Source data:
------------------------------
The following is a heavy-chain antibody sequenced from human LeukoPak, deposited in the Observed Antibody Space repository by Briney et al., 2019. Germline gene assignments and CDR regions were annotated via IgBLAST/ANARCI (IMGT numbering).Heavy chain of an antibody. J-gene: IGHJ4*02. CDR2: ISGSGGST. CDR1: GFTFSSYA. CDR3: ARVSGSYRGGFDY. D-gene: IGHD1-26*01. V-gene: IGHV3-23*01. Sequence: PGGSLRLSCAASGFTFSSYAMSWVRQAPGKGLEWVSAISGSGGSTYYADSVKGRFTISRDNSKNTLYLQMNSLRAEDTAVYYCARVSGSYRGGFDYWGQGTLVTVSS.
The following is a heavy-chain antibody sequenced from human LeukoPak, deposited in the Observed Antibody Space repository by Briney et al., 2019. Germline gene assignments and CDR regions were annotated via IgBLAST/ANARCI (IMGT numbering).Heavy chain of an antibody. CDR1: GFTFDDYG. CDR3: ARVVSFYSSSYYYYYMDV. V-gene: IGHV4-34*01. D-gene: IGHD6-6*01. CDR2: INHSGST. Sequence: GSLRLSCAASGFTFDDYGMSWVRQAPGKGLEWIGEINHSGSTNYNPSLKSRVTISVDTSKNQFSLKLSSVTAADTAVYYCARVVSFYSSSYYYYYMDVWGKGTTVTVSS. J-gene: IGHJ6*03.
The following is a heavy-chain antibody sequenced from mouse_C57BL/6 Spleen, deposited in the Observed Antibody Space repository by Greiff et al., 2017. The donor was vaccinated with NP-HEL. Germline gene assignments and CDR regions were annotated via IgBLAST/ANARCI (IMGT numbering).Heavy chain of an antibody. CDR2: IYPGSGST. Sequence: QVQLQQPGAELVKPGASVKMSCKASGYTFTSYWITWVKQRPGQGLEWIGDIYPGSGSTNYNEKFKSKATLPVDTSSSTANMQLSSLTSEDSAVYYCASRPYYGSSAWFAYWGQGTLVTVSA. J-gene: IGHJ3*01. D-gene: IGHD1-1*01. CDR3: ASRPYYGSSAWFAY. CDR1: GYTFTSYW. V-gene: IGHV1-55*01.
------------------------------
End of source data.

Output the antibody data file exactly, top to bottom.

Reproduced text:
The following is a heavy-chain antibody sequenced from human LeukoPak, deposited in the Observed Antibody Space repository by Briney et al., 2019. Germline gene assignments and CDR regions were annotated via IgBLAST/ANARCI (IMGT numbering).Heavy chain of an antibody. J-gene: IGHJ4*02. CDR2: ISGSGGST. CDR1: GFTFSSYA. CDR3: ARVSGSYRGGFDY. D-gene: IGHD1-26*01. V-gene: IGHV3-23*01. Sequence: PGGSLRLSCAASGFTFSSYAMSWVRQAPGKGLEWVSAISGSGGSTYYADSVKGRFTISRDNSKNTLYLQMNSLRAEDTAVYYCARVSGSYRGGFDYWGQGTLVTVSS.
The following is a heavy-chain antibody sequenced from human LeukoPak, deposited in the Observed Antibody Space repository by Briney et al., 2019. Germline gene assignments and CDR regions were annotated via IgBLAST/ANARCI (IMGT numbering).Heavy chain of an antibody. CDR1: GFTFDDYG. CDR3: ARVVSFYSSSYYYYYMDV. V-gene: IGHV4-34*01. D-gene: IGHD6-6*01. CDR2: INHSGST. Sequence: GSLRLSCAASGFTFDDYGMSWVRQAPGKGLEWIGEINHSGSTNYNPSLKSRVTISVDTSKNQFSLKLSSVTAADTAVYYCARVVSFYSSSYYYYYMDVWGKGTTVTVSS. J-gene: IGHJ6*03.
The following is a heavy-chain antibody sequenced from mouse_C57BL/6 Spleen, deposited in the Observed Antibody Space repository by Greiff et al., 2017. The donor was vaccinated with NP-HEL. Germline gene assignments and CDR regions were annotated via IgBLAST/ANARCI (IMGT numbering).Heavy chain of an antibody. CDR2: IYPGSGST. Sequence: QVQLQQPGAELVKPGASVKMSCKASGYTFTSYWITWVKQRPGQGLEWIGDIYPGSGSTNYNEKFKSKATLPVDTSSSTANMQLSSLTSEDSAVYYCASRPYYGSSAWFAYWGQGTLVTVSA. J-gene: IGHJ3*01. D-gene: IGHD1-1*01. CDR3: ASRPYYGSSAWFAY. CDR1: GYTFTSYW. V-gene: IGHV1-55*01.